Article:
Yes! The International Affective Picture System (IAPS) is widely used.
From the IAPS instruction manual:
The International Affective Picture System (IAPS) is being developed
to provide a set of normative emotional stimuli for experimental
investigations of emotion and attention. The goal is to develop a
large set of standardized, emotionally-evocative, internationally
accessible, color photographs that includes contents across a wide
range of semantic categories. The IAPS (pronounced EYE-APS), along
with the International Affective Digitized Sound system (IADS), the
Affective Lexicon of English Words (ANEW), as well as other
collections of affective stimuli, are being developed and distributed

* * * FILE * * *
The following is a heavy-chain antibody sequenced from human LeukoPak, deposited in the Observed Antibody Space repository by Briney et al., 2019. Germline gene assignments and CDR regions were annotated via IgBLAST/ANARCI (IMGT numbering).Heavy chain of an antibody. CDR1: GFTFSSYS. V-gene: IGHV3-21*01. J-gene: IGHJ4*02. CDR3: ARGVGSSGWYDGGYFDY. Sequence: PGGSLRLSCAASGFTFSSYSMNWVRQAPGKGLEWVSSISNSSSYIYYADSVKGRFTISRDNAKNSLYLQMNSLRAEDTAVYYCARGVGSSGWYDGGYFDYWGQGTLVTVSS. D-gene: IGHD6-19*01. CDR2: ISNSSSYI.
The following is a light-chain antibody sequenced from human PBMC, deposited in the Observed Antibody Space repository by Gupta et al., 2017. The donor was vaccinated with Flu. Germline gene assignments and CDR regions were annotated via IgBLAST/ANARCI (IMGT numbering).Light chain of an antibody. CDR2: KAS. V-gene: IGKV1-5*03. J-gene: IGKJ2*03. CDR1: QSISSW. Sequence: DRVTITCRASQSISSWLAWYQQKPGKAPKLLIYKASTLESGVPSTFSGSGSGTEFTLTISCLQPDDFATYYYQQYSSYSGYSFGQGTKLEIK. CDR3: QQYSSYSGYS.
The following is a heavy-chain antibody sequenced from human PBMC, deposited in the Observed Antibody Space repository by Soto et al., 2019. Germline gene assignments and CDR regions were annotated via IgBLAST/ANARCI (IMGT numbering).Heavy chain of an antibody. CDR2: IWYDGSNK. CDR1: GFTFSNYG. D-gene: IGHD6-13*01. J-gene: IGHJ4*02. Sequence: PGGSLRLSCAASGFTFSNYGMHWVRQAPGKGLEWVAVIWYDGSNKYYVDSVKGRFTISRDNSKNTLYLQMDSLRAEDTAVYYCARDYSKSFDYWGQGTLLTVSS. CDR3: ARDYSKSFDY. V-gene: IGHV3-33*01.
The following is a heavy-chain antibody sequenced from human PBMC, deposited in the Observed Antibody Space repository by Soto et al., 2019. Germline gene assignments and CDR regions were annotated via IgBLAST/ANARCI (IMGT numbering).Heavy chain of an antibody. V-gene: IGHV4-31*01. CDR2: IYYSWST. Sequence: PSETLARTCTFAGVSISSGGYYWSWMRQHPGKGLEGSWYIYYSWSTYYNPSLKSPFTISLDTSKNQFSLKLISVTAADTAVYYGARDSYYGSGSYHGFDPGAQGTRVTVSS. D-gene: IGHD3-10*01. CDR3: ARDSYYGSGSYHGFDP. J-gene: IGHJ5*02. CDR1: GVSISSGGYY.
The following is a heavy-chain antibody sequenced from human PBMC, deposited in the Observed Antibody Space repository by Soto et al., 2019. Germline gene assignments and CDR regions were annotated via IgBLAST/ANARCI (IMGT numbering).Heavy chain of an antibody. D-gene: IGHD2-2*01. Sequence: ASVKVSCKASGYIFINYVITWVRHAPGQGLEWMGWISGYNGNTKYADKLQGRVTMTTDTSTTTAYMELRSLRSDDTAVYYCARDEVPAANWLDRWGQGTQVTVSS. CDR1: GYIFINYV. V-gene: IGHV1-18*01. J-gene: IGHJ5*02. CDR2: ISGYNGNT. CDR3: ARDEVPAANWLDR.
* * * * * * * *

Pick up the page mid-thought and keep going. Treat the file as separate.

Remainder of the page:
by the NIMH Center for Emotion and Attention (CSEA) at the University
of Florida in order to provide standardized materials that are
available to researchers in the study of emotion and attention
The stimuli are completely free, but a request must be made by a faculty member (rather than a student). The reason they give for this is that "Making these materials familiar to the general public can seriously compromise their value as stimuli in many research projects."
You can request the stimuli here.
Lang, P.J., Bradley, M.M., & Cuthbert, B.N. (2008). International
affective picture system (IAPS): Affective ratings of pictures and
instruction manual. Technical Report A-8. University of Florida,